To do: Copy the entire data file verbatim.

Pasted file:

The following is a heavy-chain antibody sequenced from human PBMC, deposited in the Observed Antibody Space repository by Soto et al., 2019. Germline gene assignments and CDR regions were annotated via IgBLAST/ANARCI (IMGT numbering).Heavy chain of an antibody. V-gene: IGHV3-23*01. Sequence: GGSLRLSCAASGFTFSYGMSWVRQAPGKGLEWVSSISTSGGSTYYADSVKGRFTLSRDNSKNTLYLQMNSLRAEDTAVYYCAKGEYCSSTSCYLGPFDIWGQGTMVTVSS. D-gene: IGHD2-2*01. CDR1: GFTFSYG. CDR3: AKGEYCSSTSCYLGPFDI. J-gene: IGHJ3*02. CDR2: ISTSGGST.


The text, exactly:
The following is a heavy-chain antibody sequenced from human PBMC, deposited in the Observed Antibody Space repository by Soto et al., 2019. Germline gene assignments and CDR regions were annotated via IgBLAST/ANARCI (IMGT numbering).Heavy chain of an antibody. V-gene: IGHV3-23*01. Sequence: GGSLRLSCAASGFTFSYGMSWVRQAPGKGLEWVSSISTSGGSTYYADSVKGRFTLSRDNSKNTLYLQMNSLRAEDTAVYYCAKGEYCSSTSCYLGPFDIWGQGTMVTVSS. D-gene: IGHD2-2*01. CDR1: GFTFSYG. CDR3: AKGEYCSSTSCYLGPFDI. J-gene: IGHJ3*02. CDR2: ISTSGGST.